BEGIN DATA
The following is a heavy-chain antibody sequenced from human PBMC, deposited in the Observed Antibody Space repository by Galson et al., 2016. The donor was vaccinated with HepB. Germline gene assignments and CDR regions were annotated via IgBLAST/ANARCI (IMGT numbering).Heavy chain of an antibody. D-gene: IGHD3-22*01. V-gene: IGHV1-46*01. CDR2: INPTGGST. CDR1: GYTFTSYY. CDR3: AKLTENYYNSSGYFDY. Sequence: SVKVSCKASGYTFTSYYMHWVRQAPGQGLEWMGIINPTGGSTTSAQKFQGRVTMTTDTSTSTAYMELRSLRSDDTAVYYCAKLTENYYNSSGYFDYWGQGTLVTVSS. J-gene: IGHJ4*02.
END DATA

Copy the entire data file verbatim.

The following is a heavy-chain antibody sequenced from human PBMC, deposited in the Observed Antibody Space repository by Galson et al., 2016. The donor was vaccinated with HepB. Germline gene assignments and CDR regions were annotated via IgBLAST/ANARCI (IMGT numbering).Heavy chain of an antibody. D-gene: IGHD3-22*01. V-gene: IGHV1-46*01. CDR2: INPTGGST. CDR1: GYTFTSYY. CDR3: AKLTENYYNSSGYFDY. Sequence: SVKVSCKASGYTFTSYYMHWVRQAPGQGLEWMGIINPTGGSTTSAQKFQGRVTMTTDTSTSTAYMELRSLRSDDTAVYYCAKLTENYYNSSGYFDYWGQGTLVTVSS. J-gene: IGHJ4*02.